As bankruptcy lawyers in Kansas City, it's not uncommon for us to hear questions about keeping bankruptcy secret from spouses.
Many married couples do file for bankruptcy jointly, but there’s no legal requirement to do so.
If you file for bankruptcy alone, your spouse doesn’t legally have to know — although it may be difficult to hide it from them. You will have to disclose your spouse’s income and any jointly owned assets; and if you live in a community property state (Texas, California, Arizona, Nevada, Idaho, Louisiana, New Mexico, Wisconsin, Washington) you’ll have to disclose all of your spouse’s assets, too.
Also, a bankruptcy trustee may ask you questions about your spouse finances, and may request documents from your non-filing spouse. If a credit card company has your spouse’s social security number on file, they could come after him or her for the money that is owed.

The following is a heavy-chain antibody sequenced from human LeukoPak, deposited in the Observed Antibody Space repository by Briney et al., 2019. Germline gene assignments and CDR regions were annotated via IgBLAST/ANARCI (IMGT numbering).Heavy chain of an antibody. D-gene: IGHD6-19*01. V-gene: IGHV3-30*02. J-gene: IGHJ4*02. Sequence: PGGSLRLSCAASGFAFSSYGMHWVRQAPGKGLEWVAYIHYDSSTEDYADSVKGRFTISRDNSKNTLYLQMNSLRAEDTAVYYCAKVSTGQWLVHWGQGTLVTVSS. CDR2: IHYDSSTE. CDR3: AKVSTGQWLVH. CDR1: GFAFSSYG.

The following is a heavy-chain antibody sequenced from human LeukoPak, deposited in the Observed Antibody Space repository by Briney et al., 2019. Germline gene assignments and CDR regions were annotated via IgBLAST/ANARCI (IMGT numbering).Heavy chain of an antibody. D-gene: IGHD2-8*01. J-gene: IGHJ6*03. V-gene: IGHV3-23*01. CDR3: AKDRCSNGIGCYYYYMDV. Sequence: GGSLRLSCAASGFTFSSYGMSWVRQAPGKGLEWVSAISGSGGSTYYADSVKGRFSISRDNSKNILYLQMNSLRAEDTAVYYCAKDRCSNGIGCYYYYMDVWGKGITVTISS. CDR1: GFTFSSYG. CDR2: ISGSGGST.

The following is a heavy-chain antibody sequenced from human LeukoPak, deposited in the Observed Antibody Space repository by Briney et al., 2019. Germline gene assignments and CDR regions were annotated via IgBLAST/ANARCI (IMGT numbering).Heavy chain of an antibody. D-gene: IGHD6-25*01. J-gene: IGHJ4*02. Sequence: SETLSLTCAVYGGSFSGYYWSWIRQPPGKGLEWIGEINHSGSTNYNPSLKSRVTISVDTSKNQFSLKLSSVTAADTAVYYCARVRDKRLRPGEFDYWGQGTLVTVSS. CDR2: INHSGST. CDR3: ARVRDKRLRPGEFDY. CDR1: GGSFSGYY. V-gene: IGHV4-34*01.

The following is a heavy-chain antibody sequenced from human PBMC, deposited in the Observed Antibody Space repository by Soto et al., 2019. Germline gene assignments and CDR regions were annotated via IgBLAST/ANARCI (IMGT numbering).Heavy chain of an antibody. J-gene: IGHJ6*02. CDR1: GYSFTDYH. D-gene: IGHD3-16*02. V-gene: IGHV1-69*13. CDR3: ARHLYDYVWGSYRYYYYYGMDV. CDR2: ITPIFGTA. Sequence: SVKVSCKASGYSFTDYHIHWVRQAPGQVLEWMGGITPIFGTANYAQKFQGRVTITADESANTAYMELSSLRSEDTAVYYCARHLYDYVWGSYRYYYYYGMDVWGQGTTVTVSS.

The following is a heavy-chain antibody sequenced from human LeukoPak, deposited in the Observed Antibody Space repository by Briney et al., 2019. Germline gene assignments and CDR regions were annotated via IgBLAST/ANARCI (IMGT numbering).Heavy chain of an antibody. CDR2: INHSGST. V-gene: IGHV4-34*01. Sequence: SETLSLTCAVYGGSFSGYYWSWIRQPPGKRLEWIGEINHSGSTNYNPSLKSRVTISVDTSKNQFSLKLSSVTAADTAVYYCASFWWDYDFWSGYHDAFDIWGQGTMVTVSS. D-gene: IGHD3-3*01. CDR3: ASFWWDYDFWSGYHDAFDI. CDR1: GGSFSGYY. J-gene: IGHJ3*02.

If you're separated from your spouse, you likely won’t have to disclose your spouse’s income in order to determine your eligibility for a Chapter 7 bankruptcy filing.
We don't really advise trying to hide bankruptcy from your spouse, in part because there's great value in having your partner's understanding and support during this process. But legally you aren’t obligated to tell him or her.
Castle Law Office has been handling bankruptcies for Kansas City clients from more than 14 years. If you need the fresh start bankruptcy can provide, call us today at 816-842-6200 to speak with an attorney. Or you can email us and schedule your free consultation.